Rwandans urged to compete for Tony Elumelu entrepreneurship funding


A local entrepreneur makes shoes. (File)

The Tony Elumelu Foundation (TEF) this week started receiving applications for business ideas that can transform Africa, and Rwandan entrepreneurs have been urged to be part of this year’s programme.

The programme is a 10-year, US$100 million commitment to identify, train, mentor and fund 10,000 African entrepreneurs by 2024, established by Nigerian philanthropist and investor Tony Elumelu. Participants get a 12-weeks intensive online training about creating and managing a business.

TEF, arguably Africa’s largest philanthropy that support entrepreneurship, is now in its fourth year, and previous beneficiaries from Rwanda have said that it is important for more Rwandans to apply and stand a chance to win seed capital and benefit from associated training.

Frank Mugarura, who is a 2016 fellow, said that the programme is beneficial in a sense that being part of it helps one realise that Africa is full of people who can change the current narrative about the continent.

“After the 12 weeks trainning, you get to view Africa in a completely different image. The programme helps you understand that Africans have potential but lack support and motivation. This is why I think more local entrepreneurs need to apply,” Mugarura of Gravity Rwanda, a branding and marketing creative agency that links SMEs to their target markets, told The New Times.

Mugarura who is also a leader of TEF Rwanda Hub revealed that this year the hub is planning to organise campaigns that will see them reach more Rwandans to explain to them why they should be part of the programme.

“We are planning to organise awareness campaigns with Rwanda Development Board to facilitate both rural and urban entrepreneurs to apply. But our focus will be on rural entrepreneurs who hardly get access to these opportunities. We are targeting to have at least 100 participants from Rwanda,” he said.

For the previous editions, Rwanda has had a few participants compared to other countries. Last year, only 23 startups were selected, while 20 entrepreneurs and 15 entrepreneurs were selected in 2016 and 2015, respectively.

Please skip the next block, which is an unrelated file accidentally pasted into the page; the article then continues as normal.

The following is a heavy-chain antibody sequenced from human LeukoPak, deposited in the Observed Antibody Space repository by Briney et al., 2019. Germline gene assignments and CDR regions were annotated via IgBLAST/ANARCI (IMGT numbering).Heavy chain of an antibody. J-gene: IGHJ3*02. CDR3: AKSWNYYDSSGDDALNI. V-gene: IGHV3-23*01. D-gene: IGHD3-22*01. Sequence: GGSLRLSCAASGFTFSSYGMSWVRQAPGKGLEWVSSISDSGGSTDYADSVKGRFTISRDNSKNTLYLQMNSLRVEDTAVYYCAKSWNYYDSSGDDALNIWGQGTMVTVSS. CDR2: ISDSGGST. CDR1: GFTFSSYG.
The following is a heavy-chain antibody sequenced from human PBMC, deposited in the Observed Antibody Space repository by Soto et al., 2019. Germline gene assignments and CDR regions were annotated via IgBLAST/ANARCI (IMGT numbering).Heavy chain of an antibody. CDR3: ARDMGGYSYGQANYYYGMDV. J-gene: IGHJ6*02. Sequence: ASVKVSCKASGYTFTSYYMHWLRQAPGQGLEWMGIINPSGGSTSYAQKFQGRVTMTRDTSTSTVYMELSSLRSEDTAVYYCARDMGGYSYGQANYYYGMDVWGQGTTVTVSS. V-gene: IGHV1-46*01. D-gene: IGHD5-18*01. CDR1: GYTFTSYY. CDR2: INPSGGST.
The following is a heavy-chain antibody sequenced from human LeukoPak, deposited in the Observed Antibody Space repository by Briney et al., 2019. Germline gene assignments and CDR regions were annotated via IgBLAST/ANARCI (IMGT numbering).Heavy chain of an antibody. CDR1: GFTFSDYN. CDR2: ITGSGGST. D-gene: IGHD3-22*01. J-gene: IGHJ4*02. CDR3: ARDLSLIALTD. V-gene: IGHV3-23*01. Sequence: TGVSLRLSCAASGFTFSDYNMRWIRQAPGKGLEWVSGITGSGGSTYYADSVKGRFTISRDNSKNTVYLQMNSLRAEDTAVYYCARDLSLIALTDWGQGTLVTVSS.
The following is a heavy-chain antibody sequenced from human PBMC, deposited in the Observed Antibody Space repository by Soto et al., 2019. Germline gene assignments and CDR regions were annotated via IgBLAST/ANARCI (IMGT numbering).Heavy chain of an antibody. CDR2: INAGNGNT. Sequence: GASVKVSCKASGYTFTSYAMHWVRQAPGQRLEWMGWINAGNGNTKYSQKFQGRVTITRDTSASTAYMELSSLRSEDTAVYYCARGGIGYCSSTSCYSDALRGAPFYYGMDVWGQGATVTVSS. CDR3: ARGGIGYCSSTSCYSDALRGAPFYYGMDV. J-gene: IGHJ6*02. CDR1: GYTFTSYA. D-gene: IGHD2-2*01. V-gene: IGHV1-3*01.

Beyond the US$5,000 (about Rwf4.2 million) non-returnable seed capital, Yvette Ishimwe of Clean Water Delivery startup, said there are a number of skills that early entrepreneurs would need to build their business.

“Tony Elumelu gave us unique skills that every early entrepreneur would need to build thier business idea. This is what is exceptional from many other initiatives. Of course the money is not small as it helps you expand the idea or the business,” she said.

Another entrepreneur, Andrew Mugabe, who was part of last year’s programme, disclosed that the money was already disbursed and that he is currently working to finalise his concept.

“But what is important is that we have created so many partnerships that can help our business grow beyond borders,” he noted.

So far, TEF has provided about US$15 million to 3,000 African entrepreneurs for the past three years.

Elumelu said in a statement that the idea is to gather Africa’s best and brightest entrepreneurs to learn and grow their businesses, adding that the programme has “unleashed a movement of African entrepreneurs, a force so strong, so inspiring, that I am confident they will collectively transform Africa.”

This year 1,000 entrepreneurs will be selected based on the viability of their idea, including market opportunity, financial understanding, scalability, and leadership and entrepreneurial skills demonstrated in the application.

Parminder Vir OBE, the foundation’s chief executive who was in Rwanda in December, encouraged more women to apply, saying that it is high time that African women realise their business dreams.

To apply, one has to complete the online application at;  The deadline is midnight on March 1, 2018.